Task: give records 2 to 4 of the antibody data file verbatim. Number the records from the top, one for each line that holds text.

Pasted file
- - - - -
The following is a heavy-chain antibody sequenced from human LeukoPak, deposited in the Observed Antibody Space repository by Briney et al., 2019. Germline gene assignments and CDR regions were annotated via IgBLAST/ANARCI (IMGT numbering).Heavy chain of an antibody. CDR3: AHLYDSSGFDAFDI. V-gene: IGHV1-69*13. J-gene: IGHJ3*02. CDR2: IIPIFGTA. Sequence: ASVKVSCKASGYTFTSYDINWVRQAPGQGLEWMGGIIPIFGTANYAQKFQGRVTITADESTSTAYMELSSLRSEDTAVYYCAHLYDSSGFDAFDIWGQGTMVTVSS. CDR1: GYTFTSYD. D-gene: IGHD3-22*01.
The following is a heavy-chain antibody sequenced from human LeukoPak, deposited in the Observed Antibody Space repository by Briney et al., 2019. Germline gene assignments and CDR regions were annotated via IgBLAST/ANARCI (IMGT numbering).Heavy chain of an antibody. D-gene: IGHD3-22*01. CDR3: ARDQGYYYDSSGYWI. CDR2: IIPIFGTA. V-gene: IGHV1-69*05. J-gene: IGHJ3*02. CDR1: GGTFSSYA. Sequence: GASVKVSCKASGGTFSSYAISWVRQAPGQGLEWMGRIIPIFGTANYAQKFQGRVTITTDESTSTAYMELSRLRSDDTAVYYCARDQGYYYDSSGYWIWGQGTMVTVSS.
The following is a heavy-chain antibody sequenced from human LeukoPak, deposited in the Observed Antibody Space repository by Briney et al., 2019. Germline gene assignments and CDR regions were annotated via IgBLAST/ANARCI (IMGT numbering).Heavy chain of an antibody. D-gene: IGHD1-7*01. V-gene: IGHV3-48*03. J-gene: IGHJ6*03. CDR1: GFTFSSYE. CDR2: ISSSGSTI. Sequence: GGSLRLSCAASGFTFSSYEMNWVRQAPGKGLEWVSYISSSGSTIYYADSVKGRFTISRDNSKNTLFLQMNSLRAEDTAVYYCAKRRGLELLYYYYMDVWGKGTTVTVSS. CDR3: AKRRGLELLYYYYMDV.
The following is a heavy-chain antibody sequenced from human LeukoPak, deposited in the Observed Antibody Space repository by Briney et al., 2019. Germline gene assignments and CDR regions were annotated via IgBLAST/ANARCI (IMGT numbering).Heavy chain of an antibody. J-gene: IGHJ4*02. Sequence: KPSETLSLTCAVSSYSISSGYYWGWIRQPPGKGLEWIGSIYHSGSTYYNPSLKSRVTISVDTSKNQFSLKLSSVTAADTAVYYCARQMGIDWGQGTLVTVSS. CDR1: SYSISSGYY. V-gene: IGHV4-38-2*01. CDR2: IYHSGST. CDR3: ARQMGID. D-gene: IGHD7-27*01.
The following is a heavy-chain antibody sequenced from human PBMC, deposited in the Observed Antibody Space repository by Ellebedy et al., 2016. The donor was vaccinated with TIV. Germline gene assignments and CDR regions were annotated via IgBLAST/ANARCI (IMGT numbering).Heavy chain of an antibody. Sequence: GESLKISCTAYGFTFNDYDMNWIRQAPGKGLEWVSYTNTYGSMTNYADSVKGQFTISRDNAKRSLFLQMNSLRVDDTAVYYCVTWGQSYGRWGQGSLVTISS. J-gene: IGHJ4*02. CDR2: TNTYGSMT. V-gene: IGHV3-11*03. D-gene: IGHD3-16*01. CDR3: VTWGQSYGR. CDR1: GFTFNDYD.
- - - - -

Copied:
The following is a heavy-chain antibody sequenced from human LeukoPak, deposited in the Observed Antibody Space repository by Briney et al., 2019. Germline gene assignments and CDR regions were annotated via IgBLAST/ANARCI (IMGT numbering).Heavy chain of an antibody. D-gene: IGHD3-22*01. CDR3: ARDQGYYYDSSGYWI. CDR2: IIPIFGTA. V-gene: IGHV1-69*05. J-gene: IGHJ3*02. CDR1: GGTFSSYA. Sequence: GASVKVSCKASGGTFSSYAISWVRQAPGQGLEWMGRIIPIFGTANYAQKFQGRVTITTDESTSTAYMELSRLRSDDTAVYYCARDQGYYYDSSGYWIWGQGTMVTVSS.
The following is a heavy-chain antibody sequenced from human LeukoPak, deposited in the Observed Antibody Space repository by Briney et al., 2019. Germline gene assignments and CDR regions were annotated via IgBLAST/ANARCI (IMGT numbering).Heavy chain of an antibody. D-gene: IGHD1-7*01. V-gene: IGHV3-48*03. J-gene: IGHJ6*03. CDR1: GFTFSSYE. CDR2: ISSSGSTI. Sequence: GGSLRLSCAASGFTFSSYEMNWVRQAPGKGLEWVSYISSSGSTIYYADSVKGRFTISRDNSKNTLFLQMNSLRAEDTAVYYCAKRRGLELLYYYYMDVWGKGTTVTVSS. CDR3: AKRRGLELLYYYYMDV.
The following is a heavy-chain antibody sequenced from human LeukoPak, deposited in the Observed Antibody Space repository by Briney et al., 2019. Germline gene assignments and CDR regions were annotated via IgBLAST/ANARCI (IMGT numbering).Heavy chain of an antibody. J-gene: IGHJ4*02. Sequence: KPSETLSLTCAVSSYSISSGYYWGWIRQPPGKGLEWIGSIYHSGSTYYNPSLKSRVTISVDTSKNQFSLKLSSVTAADTAVYYCARQMGIDWGQGTLVTVSS. CDR1: SYSISSGYY. V-gene: IGHV4-38-2*01. CDR2: IYHSGST. CDR3: ARQMGID. D-gene: IGHD7-27*01.